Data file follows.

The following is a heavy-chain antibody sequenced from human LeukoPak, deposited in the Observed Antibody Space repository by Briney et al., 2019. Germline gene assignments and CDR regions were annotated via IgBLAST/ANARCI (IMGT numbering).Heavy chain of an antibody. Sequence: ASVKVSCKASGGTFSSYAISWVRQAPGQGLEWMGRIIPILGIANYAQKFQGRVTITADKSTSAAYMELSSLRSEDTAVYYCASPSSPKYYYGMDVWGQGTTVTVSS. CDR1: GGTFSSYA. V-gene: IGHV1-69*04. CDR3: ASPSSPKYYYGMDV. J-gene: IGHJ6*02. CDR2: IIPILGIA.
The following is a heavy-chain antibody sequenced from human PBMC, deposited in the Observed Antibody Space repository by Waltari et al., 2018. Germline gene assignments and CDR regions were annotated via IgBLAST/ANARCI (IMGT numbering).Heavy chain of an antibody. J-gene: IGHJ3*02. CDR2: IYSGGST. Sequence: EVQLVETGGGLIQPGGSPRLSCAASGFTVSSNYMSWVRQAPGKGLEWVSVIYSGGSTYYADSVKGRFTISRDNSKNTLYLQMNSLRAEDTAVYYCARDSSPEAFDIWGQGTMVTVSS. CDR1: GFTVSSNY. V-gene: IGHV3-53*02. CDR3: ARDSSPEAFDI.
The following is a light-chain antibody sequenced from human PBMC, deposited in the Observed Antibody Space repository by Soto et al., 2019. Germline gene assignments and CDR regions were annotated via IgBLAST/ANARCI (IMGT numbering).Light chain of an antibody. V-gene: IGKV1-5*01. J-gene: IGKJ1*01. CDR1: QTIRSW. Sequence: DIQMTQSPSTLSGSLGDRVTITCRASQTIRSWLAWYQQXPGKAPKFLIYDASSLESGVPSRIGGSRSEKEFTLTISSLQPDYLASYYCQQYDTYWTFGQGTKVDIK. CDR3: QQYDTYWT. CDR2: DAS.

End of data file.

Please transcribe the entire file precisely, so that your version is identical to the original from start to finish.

The following is a heavy-chain antibody sequenced from human LeukoPak, deposited in the Observed Antibody Space repository by Briney et al., 2019. Germline gene assignments and CDR regions were annotated via IgBLAST/ANARCI (IMGT numbering).Heavy chain of an antibody. Sequence: ASVKVSCKASGGTFSSYAISWVRQAPGQGLEWMGRIIPILGIANYAQKFQGRVTITADKSTSAAYMELSSLRSEDTAVYYCASPSSPKYYYGMDVWGQGTTVTVSS. CDR1: GGTFSSYA. V-gene: IGHV1-69*04. CDR3: ASPSSPKYYYGMDV. J-gene: IGHJ6*02. CDR2: IIPILGIA.
The following is a heavy-chain antibody sequenced from human PBMC, deposited in the Observed Antibody Space repository by Waltari et al., 2018. Germline gene assignments and CDR regions were annotated via IgBLAST/ANARCI (IMGT numbering).Heavy chain of an antibody. J-gene: IGHJ3*02. CDR2: IYSGGST. Sequence: EVQLVETGGGLIQPGGSPRLSCAASGFTVSSNYMSWVRQAPGKGLEWVSVIYSGGSTYYADSVKGRFTISRDNSKNTLYLQMNSLRAEDTAVYYCARDSSPEAFDIWGQGTMVTVSS. CDR1: GFTVSSNY. V-gene: IGHV3-53*02. CDR3: ARDSSPEAFDI.
The following is a light-chain antibody sequenced from human PBMC, deposited in the Observed Antibody Space repository by Soto et al., 2019. Germline gene assignments and CDR regions were annotated via IgBLAST/ANARCI (IMGT numbering).Light chain of an antibody. V-gene: IGKV1-5*01. J-gene: IGKJ1*01. CDR1: QTIRSW. Sequence: DIQMTQSPSTLSGSLGDRVTITCRASQTIRSWLAWYQQXPGKAPKFLIYDASSLESGVPSRIGGSRSEKEFTLTISSLQPDYLASYYCQQYDTYWTFGQGTKVDIK. CDR3: QQYDTYWT. CDR2: DAS.